Will my privacy be compromised by this app? The app does not use GPS or geo-locator technology. According to the federal Privacy Commissioner as well as IT security experts and several provincial privacy commissioners who have evaluated it, the COVID Alert app cannot reveal a person’s name or location. A person’s health records cannot be accessed by the app and remain secure.
Why Nova Scotians Can’t Use the Covid Alert app
“The province and Public Health are working to implement the COVID-19 alert app. An announcement will be made in the coming weeks,” said Dan Harrison, a spokesperson with the Department of Health in an email yesterday. I got the very same answer when I posed the very same question two weeks ago. As usual, Nova Scotia won’t be an “early adopter” when it comes to embracing a new technology.
My understanding of the system is that when someone has been told they have tested positive for the virus, that person receives a one-time code or key from Public Health to enter in their phone. As soon as that code is entered, an alert is automatically sent out to every person who has the app enabled on their phone and who has been in close proximity with the person who tested positive.
With zero known community spread of the virus at this moment in Nova Scotia, I get why enabling the free app so people can use it may not be a priority for Public Health. Yet it is another proven defence against a virus that seems particularly well-suited to people under 40 who are never far from their phones and may be taking public transit to get to work or heading out after work for a social gathering. And we know as people start spending more time inside when the weather turns cold, the app could be a useful defence that would save public health officials lots of time trying to identify and find potentially dozens of contacts.
Of course the app will only be successful if it is promoted in a way to convince a large number of people to download it. Everything about the app is voluntary and it will only be effective if enough people participate. Uptake in Canada has so far been slow: with 2.7 million downloads since August. Similar launches in countries such as Germany have engaged enough citizens to work well.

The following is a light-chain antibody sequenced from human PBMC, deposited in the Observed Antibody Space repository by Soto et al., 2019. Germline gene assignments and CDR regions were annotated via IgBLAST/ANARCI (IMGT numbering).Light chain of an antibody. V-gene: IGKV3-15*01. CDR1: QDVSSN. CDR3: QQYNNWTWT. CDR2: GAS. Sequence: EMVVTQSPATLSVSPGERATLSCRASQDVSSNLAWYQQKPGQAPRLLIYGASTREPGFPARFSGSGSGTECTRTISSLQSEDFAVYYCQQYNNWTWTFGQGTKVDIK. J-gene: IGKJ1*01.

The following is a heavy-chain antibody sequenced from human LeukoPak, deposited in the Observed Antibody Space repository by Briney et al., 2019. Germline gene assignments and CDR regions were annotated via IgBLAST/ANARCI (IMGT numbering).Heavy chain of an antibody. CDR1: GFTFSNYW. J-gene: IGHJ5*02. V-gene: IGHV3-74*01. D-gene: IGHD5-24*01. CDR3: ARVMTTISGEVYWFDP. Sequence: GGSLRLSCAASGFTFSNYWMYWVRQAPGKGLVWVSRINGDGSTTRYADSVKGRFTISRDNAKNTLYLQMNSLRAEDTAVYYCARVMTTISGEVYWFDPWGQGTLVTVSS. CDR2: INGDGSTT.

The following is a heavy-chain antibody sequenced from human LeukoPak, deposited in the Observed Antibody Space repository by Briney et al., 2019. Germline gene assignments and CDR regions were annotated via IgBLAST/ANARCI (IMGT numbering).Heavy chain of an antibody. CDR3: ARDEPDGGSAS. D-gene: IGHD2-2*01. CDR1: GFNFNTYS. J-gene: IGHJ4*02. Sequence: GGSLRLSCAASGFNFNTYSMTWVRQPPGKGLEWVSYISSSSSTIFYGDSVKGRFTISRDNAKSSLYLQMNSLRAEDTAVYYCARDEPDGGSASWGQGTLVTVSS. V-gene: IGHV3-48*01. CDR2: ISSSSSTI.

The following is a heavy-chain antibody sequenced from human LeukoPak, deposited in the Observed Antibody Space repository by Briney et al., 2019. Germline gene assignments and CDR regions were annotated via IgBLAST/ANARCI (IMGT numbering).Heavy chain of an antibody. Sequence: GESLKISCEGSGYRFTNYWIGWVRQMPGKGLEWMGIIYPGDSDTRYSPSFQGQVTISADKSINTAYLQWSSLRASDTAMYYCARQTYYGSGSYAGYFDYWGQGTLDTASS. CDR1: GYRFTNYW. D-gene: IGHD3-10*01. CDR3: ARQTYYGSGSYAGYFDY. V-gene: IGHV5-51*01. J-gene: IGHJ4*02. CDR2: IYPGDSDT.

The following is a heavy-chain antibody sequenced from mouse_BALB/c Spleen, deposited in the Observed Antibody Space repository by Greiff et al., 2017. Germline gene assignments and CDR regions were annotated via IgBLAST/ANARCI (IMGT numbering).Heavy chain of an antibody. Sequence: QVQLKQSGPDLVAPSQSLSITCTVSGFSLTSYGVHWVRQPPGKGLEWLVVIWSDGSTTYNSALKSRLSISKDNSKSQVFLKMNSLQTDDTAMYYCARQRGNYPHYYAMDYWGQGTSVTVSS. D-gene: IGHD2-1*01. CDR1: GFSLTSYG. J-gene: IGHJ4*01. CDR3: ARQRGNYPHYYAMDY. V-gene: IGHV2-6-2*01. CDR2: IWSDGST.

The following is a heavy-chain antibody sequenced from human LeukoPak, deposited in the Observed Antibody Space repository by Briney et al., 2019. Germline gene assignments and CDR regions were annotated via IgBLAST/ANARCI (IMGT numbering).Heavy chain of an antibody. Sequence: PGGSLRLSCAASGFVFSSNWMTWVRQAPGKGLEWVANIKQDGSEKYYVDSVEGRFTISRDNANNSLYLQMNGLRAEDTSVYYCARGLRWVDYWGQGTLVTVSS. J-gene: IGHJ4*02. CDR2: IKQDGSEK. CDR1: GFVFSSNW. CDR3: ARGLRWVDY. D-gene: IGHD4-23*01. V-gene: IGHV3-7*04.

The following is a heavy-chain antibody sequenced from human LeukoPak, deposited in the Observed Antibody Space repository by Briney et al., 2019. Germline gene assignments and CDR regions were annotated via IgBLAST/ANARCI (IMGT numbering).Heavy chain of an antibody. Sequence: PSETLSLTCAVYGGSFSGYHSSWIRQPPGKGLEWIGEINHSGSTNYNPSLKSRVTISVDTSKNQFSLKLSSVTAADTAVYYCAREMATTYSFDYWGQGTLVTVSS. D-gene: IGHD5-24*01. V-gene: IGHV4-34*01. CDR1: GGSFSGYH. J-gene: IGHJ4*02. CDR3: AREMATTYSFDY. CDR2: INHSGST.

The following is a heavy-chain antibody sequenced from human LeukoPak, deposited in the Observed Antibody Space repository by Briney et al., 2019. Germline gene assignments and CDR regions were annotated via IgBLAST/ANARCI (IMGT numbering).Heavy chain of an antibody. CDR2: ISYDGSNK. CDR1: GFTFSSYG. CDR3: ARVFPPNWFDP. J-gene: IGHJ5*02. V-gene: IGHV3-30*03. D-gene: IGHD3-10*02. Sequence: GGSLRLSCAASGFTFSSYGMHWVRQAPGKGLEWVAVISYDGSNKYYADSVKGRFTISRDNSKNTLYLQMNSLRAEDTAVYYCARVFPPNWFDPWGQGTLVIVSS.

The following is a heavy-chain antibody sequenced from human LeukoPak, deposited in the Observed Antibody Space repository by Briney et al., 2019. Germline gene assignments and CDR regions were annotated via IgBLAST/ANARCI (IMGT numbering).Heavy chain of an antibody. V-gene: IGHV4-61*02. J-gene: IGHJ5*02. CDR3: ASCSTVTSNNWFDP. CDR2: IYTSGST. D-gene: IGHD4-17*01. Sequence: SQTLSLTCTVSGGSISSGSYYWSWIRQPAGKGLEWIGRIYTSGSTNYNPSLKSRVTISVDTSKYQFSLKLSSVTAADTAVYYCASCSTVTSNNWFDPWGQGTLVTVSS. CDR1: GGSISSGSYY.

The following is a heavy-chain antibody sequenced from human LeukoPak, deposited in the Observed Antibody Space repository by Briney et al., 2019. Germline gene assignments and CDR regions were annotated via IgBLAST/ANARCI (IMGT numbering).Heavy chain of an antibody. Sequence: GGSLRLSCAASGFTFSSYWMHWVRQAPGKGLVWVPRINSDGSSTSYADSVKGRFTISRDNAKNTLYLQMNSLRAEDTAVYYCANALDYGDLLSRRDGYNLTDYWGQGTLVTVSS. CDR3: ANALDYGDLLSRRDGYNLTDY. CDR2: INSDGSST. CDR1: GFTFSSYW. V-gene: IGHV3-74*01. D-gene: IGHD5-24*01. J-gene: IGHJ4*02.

Limitations to COVID Alert Effectiveness
The app has received criticism for not being inclusive enough. People with smart phones older than six years may not be able to use Google or Apple to download the app. For iPhones, you need to be running iOS version 13.5.1 or later versions. For Android phones, you need to be running Android 6, 7, 8, 9 or 10.
And COVID Alert doesn’t work for people who can’t afford or don’t have data packages for their phone. So it won’t protect everybody and if you are poor or marginalized, the tool will likely be useless even though it is free of charge. Public Health Canada acknowledges these concerns and is working to address them.
4. Art Gallery of Nova Scotia
The three competing designs for the waterfront art gallery were presented in a YouTube video last night:
5. Privacy breach
“A CBC News Freedom of Information and Protection of Privacy (FOIPOP) request has revealed previously unreleased information about a major privacy breach where the personal information of more than 10,000 Nova Scotians was published online in error earlier this year,” reports for the CBC:
The breach occurred in May when decisions rendered by the Workers’ Compensation Appeal Tribunal (WCAT) were posted online with the names of the workers and employers included.
The decisions included very personal employee information about family members, sexual abuse, and mental health issues, including one man’s thoughts of killing his co-workers. The decisions were uploaded to a site called the Canadian Legal Information Institute (CanLii), used for legal research and where courts and quasi-judicial bodies routinely post decisions.
6. Jury trials